Books are bad anyway. Don’t bother with them.
Light Turner (Nat Wolff) is like any other high school kid his age. He’s angsty, pissed-off, and just trying to do whatever he can to get by. While doing other students’ homework for money, he stumbles upon a book called “Death Note”. It’s mysterious and weird-looking, with random names in them and Light has no clue what to make of it. Somehow though, he discovers that names can be written into the book and whoever they are, they’ll be killed by an evil, maniacle death god, Ryuk (Willem Dafoe). Ryuk torments Light and forces him to write more names down and while Light is initially against this form of punishment, a girl he’s been crushing on mega-hard (Margaret Qualley), begins to fall for him, as well as the book. So what’s the harm in using the book, so long as it’s used for the greater-good? Well, law-enforcement begins to catch wind of something funky happening, which leads expert L (Keith Stanfield), to help out the police in nabbing just who, or what, is behind all of this.
For a short while there, it seemed like director Adam Wingard was going to be the bright new voice in horror. With two films under his belt (You’re Next, the Guest), Wingard showed us that while he loved paying homage to the old-school horror flicks of the 70’s and 80’s, he also enjoyed developing some original ideas of his own, where he was able to be inventive and original, while also still maintain a sense of fun for anyone who decided to check out what he was doing. Then, he took an odd step last year with the incredibly misguided remake, Blair Witch, and then things got weird. All of a sudden, it seemed like the fresh, young talent involved with these indies was all wrapped-up in the world of mainstream, big-budgeted film-making.
Surely, this wouldn’t be the same case with Death Note, right?
Unfortunately, nope. It seems as though we’ve lost Wingard again. And while Death Note isn’t nearly as bad Blair Witch, there’s still an issue with it in that it seems messy and almost rushed; it’s as if Netflix had a certain, specific-date of when they wanted this to hit the streaming-service and gave Wingard just enough time to film and edit everything. But for some reason, it just doesn’t quite work, or ever seem to come together.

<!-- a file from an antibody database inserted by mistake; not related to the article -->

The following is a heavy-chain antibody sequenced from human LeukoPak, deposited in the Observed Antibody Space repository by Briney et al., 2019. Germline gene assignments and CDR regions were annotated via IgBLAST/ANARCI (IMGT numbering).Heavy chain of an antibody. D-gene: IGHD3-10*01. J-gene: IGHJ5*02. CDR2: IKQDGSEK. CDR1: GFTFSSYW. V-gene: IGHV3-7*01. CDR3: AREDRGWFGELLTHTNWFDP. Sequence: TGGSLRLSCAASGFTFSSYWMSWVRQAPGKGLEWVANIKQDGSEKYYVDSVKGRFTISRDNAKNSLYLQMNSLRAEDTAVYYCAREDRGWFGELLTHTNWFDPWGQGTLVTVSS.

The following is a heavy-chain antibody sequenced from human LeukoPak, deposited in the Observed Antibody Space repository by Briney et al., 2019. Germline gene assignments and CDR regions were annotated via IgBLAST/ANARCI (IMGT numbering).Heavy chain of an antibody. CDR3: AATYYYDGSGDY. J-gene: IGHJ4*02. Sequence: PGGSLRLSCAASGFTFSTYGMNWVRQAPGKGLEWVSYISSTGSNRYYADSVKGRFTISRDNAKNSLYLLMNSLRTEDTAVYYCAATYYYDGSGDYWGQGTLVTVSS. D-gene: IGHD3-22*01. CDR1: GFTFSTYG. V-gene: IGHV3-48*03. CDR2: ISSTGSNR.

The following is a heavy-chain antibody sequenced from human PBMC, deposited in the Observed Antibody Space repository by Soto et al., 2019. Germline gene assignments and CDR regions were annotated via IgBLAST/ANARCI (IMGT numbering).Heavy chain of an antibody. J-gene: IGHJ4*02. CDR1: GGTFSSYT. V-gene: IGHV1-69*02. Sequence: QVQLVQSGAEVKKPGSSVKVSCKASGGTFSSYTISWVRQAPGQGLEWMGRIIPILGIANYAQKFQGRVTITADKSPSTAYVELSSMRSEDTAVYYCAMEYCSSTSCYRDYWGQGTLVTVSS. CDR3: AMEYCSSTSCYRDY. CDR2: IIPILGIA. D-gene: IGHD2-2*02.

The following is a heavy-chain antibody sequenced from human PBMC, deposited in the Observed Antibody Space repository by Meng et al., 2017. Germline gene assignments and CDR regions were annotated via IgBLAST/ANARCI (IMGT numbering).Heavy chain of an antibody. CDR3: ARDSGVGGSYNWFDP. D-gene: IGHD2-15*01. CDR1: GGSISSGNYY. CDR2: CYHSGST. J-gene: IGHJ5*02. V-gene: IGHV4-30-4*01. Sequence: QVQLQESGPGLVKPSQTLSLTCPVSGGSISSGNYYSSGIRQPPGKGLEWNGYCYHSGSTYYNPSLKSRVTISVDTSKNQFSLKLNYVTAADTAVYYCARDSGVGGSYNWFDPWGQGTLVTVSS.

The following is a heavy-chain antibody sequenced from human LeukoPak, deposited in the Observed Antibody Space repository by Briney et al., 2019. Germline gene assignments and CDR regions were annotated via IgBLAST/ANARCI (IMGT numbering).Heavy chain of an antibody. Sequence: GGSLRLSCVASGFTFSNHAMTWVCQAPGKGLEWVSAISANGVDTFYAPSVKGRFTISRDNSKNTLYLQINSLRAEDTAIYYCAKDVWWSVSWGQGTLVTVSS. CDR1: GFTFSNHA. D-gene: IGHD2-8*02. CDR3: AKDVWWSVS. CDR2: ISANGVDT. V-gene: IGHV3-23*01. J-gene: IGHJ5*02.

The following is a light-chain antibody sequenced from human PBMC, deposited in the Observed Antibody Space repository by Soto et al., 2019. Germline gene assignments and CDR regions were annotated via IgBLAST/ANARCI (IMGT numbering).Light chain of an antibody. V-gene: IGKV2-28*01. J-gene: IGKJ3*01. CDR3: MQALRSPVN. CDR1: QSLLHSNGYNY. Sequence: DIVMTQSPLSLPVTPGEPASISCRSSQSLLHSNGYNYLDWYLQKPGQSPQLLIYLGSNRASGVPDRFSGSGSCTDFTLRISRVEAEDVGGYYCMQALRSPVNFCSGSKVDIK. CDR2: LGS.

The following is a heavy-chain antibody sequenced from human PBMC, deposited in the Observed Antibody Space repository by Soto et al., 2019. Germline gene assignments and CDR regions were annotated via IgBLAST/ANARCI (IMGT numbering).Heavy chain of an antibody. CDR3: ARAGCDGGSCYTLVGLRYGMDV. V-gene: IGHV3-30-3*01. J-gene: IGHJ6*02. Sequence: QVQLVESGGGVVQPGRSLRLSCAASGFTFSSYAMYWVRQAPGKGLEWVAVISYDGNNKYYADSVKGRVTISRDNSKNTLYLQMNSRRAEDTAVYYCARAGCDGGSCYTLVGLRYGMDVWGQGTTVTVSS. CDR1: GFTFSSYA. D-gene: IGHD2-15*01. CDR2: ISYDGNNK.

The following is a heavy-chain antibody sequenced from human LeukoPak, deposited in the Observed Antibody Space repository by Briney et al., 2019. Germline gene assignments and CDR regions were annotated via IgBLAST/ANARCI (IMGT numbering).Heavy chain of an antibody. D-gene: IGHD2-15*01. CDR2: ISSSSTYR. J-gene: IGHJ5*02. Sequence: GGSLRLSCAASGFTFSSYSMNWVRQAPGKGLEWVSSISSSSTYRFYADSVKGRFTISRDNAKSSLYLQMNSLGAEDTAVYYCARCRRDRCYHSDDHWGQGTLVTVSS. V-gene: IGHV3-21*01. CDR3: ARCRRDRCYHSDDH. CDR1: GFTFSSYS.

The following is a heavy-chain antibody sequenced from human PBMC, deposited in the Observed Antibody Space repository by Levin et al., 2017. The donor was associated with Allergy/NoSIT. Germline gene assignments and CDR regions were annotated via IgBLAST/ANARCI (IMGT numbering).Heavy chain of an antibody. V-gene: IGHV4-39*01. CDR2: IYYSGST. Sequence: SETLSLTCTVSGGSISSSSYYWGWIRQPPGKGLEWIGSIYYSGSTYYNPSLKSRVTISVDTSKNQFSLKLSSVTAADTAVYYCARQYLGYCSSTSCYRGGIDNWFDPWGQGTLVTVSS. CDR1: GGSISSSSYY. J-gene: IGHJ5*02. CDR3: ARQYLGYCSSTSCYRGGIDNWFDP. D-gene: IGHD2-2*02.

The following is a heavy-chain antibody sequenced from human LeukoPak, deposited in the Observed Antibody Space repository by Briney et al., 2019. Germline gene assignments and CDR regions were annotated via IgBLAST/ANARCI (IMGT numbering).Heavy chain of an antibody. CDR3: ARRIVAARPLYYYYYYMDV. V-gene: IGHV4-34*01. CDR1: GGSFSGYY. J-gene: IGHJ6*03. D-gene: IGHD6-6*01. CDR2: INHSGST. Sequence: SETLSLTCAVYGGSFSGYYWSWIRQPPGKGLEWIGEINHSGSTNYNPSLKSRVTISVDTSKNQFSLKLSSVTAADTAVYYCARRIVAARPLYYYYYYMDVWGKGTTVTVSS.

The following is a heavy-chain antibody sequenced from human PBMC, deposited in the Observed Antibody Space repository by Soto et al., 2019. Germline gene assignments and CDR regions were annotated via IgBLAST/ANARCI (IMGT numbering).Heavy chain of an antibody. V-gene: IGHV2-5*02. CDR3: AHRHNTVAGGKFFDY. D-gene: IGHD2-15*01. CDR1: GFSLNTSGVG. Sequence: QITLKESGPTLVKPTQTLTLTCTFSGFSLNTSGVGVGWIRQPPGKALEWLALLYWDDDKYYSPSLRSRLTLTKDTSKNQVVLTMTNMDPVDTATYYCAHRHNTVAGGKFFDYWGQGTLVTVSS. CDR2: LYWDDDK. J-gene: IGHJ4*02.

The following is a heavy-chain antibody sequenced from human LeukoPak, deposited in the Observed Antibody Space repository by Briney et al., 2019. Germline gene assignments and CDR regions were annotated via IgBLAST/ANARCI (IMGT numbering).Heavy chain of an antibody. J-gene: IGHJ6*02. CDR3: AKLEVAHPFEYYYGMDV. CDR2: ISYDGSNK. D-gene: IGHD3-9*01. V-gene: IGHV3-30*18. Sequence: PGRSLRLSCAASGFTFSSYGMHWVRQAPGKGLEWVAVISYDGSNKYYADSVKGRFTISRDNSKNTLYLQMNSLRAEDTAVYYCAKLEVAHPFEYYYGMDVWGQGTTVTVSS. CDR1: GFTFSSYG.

It wants to be many of things. For one, it wants to be a coming-of-age flick in which a young kid tries to grapple with school, life, his family, his career, and death. Another, it wants to be a creepy, cruel and spooky horror-flick in which a death god speaks directly to him. Then, it also wants to be a dark-comedy that sort of plays with the goofy idea of a book being able to kill people. And last, but certainly not least, it sort of wants to be a superhero flick. In a way, all of these different strands of story are interesting and, if put together well enough, could actually work, side-by-side.
But that never happens.
Instead, we get a lot of hinting and swimming over these certain aspects, without any really being fully developed. For instance, we never really actually get to know Light beyond what we’re told of him and his life; he and his dad don’t get along, his mom was killed, he’s smart, and yeah, he’s a bit of social outcast. Nat Wolff is constantly getting better and better with each role and he truly does try his all here, but this character is so thinly-written that at the end of the day, it feels like a waste of his talents. Same goes for everyone else in this talented cast, with the exception of Keith Stanfield as L, a possible hero/possible villain, who gets enough wacky moments to have some fun, but also falls prey to the weak writing here.
And that’s what it all comes down to: Weak writing. The action isn’t all that tense, the drama isn’t really compelling, and the premise, while promising all sorts and sorts of fun and excitement, never actually gets to that point. It feels too much like Wingard and company are doing fan-service to those who loved the manga from which this is adapting, but also actually forgot to really give the fans a good time.
Which is all anybody wants.
Consensus: With a talented cast and crew, as well as an interesting premise to-boot, Death Note should have been fun, exciting, and worth the watch, but instead, it’s misguided, incoherent, and boring. Good thing it’s short. Right? Is it. I don’t even know.
4 / 10
Photos Courtesy of: IndieWire